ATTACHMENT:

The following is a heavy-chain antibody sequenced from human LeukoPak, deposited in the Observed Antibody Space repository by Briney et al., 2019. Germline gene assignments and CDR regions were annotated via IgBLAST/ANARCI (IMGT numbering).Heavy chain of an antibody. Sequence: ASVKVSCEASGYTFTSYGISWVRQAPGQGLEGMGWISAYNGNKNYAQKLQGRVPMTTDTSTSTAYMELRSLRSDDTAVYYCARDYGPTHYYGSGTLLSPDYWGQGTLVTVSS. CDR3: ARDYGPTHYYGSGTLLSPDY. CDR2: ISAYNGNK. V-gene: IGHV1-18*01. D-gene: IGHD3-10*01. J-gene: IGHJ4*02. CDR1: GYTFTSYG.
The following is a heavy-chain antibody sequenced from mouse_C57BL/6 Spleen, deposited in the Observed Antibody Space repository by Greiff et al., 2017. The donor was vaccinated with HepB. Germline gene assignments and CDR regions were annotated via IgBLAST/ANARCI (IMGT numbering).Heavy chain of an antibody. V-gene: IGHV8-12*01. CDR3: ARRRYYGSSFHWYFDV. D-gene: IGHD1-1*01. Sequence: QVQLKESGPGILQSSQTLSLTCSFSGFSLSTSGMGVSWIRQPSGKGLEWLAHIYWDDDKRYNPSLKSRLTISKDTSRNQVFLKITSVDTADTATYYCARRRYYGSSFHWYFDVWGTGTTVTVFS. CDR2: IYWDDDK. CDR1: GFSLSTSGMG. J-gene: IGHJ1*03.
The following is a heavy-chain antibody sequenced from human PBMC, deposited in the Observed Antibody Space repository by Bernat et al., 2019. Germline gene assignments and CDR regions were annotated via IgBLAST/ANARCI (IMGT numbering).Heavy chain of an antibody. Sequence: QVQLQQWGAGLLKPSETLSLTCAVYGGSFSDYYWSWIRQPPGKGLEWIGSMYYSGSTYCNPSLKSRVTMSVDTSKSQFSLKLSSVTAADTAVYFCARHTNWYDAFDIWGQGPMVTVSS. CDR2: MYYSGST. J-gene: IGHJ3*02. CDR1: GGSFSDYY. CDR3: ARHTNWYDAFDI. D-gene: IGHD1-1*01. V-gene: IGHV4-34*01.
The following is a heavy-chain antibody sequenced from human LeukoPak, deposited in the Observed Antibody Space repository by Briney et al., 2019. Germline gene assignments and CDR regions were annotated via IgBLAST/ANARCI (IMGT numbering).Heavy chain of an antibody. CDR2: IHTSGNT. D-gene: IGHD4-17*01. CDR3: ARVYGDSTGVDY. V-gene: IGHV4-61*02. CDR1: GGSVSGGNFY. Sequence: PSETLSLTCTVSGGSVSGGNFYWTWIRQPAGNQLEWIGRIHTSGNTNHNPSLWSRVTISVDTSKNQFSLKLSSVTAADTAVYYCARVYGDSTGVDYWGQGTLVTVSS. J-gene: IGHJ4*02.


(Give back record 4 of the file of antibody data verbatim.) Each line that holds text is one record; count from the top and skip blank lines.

The following is a heavy-chain antibody sequenced from human LeukoPak, deposited in the Observed Antibody Space repository by Briney et al., 2019. Germline gene assignments and CDR regions were annotated via IgBLAST/ANARCI (IMGT numbering).Heavy chain of an antibody. CDR2: IHTSGNT. D-gene: IGHD4-17*01. CDR3: ARVYGDSTGVDY. V-gene: IGHV4-61*02. CDR1: GGSVSGGNFY. Sequence: PSETLSLTCTVSGGSVSGGNFYWTWIRQPAGNQLEWIGRIHTSGNTNHNPSLWSRVTISVDTSKNQFSLKLSSVTAADTAVYYCARVYGDSTGVDYWGQGTLVTVSS. J-gene: IGHJ4*02.